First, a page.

How to configure a proxy into GitBash environment on windows 10 - python-3.x

I installed Python 3.7.3 on windows 10, but I can't install Python packages via PIP in Gitbash (Git SCM), due to my company's internet proxy.
I tryed to create environment variables for the proxy via the following, but it didn't work:
export http_proxy='proxy.com:8080'
export https_proxy='proxy.com:8080'
I found a temporary solution that works for me: inserting the following aliases into the .bashrc file:
alias python='winpty python.exe'
alias pip='pip --proxy=proxy.com:8080'
The above is working but I am looking for a nicer solution so that I don't need to set aliases for every command I use. I was thinking about something like an environment variable but didn't found out how to set it up on a windows' git bash environment yet.
Do you have an idea on how to do it?

First, you don't need Git bash to pip install Python modules.
Only Git path (to use linux-like commands, plus curl, even though it is available on recent Windows 10), from a regular CMD, with a simplified PATH:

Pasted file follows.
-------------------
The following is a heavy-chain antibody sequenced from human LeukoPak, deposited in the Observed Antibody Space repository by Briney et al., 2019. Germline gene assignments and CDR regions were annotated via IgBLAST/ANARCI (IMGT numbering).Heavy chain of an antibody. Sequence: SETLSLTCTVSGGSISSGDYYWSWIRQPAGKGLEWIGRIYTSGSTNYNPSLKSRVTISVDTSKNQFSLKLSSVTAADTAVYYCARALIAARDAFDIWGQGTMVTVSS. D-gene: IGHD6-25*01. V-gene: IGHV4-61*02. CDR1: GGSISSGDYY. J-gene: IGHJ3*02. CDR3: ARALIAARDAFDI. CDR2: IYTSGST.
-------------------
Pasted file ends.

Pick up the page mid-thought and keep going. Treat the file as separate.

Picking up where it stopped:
set PATH=C:\WINDOWS\system32;C:\WINDOWS;C:\WINDOWS\System32\Wbem;C:\WINDOWS\System32\WindowsPowerShell\v1.0\
set GH=C:\path\to\git
set PATH=%GH%\bin;%GH%\usr\bin;%GH%\mingw64\bin;%PATH%
set PH=C:\path\to\Python37
set PATH=%PH%;%PH%\Scripts
Second, you can pip install in a corporate environment, provided:
you access your proxy through px, an HTTP proxy server to automatically authenticate through an NTLM proxy
you use and trust mirror alternatives for pip module sources.
Regarding genotrance/px, simply run the service with px --proxy=my.company.prpxy:<port> --save --config=/path/to/your/px.ini
No need to enter your credentials (Windows log/password): the proxy uses your current login session.
Set your environment variable to reference that proxy:
set HTTP_PROXY=http://localhost:3128
set HTTPS_PROXY=http://localhost:3128
Then, this will work:
λ pip install -i http://pypi.mirror.frontiernet.net/simple --trusted-host pypi.mirror.frontiernet.net "ansible-tower-cli==3.2.1" --force-reinstall
Looking in indexes: http://pypi.mirror.frontiernet.net/simple
Collecting ansible-tower-cli==3.2.1
Downloading http://pypi.mirror.frontiernet.net/packages/98/39/566f2dc628917e28d6600607cd0a533b9ed02395297363b2db827e59e488/ansible-tower-cli-3.2.1.tar.gz (153kB)
100% |████████████████████████████████| 163kB 107kB/s
(Use any pypi mirror not blocked by your company=